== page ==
While I’m still wanting to make “Viking Goth” a thing, I’m starting to drift more toward a “Romantic Goth” look.
“Romantic” here doesn’t mean love, although that can certainly be a part of it, but rather the “Romantacism” of the romantic period of history. Romantic goths focus on beauty in darkness: dead roses, moonlight illuminating a graveyard, ravens and wolves, and so forth.
Fashion tends to be flowing, lace and velvet are quite common. Styles from the Victorian and Edwardian ages, or even further back to Medieval times, are popular.
“An elegant goth, for a more civilized day.”
Indeed, it’s the exact opposite of that silly screed I fisked before:
Goth deliberately crosses all the lines of proper dress, manners, refinement, and decency.
Stuff and nonsense. There’s nothing the least bit indecent about any of this:
And, if I might be so bold as to suggest:
5 thoughts on “Romantic Goth”
That last picture doesn’t do anything for me. 😈
Although, I suppose that some ladies might enjoy the look. 😉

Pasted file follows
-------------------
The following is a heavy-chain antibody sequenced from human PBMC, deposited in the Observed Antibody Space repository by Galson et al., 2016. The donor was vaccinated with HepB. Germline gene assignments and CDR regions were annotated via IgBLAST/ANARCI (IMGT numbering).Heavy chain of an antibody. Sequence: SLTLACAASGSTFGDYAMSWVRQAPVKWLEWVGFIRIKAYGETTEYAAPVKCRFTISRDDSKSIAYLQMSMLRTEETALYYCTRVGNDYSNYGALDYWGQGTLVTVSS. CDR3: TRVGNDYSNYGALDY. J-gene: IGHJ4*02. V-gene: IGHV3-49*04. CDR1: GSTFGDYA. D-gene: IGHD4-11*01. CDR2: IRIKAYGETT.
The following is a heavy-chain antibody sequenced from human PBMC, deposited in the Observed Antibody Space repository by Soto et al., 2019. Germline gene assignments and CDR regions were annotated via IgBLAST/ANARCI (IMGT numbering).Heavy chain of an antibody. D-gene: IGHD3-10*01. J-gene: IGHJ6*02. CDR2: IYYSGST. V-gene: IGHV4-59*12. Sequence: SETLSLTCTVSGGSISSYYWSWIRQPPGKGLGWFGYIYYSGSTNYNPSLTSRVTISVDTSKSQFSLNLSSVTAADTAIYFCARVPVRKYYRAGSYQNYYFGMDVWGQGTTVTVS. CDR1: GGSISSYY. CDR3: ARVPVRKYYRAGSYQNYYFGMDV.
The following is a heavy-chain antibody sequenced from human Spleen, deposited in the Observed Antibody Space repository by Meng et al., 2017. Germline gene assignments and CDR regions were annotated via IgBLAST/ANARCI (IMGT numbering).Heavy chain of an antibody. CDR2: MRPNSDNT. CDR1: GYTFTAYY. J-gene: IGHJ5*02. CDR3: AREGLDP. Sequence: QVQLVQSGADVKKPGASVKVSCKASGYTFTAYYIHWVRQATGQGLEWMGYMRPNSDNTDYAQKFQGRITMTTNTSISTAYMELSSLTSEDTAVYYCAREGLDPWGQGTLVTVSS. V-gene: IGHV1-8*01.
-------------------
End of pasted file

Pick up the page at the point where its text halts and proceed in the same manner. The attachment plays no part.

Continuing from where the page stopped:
Huh. I thought I’d replied to this. The photo is enough older that it’s no longer the best representation. I’ve lost a bit more weight and I’ve got some pants that actually fit rather than the baggy, overlong ones I was wearing there. Need to get some new pictures.
That guy needs a hair cut!
Your opinion is noted.
For reference, i looked up “Romantic music” on Wikipedia and found these traits attributed to romanticism:
a new preoccupation with and surrender to Nature;
a fascination with the past, particularly the Middle Ages and legends of medieval chivalry;
a turn towards the mystic and supernatural, both religious and merely spooky;
a longing for the infinite;
mysterious connotations of remoteness, the unusual and fabulous, the strange and surprising;
a focus on the nocturnal, the ghostly, the frightful, and terrifying;
fantastic seeing and spiritual experiences;
a new attention given to national identity;
emphasis on extreme subjectivism;
interest in the autobiographical;
discontent with musical formulas and conventions.
No mention, unlike the Romance languages, of the city of Rome.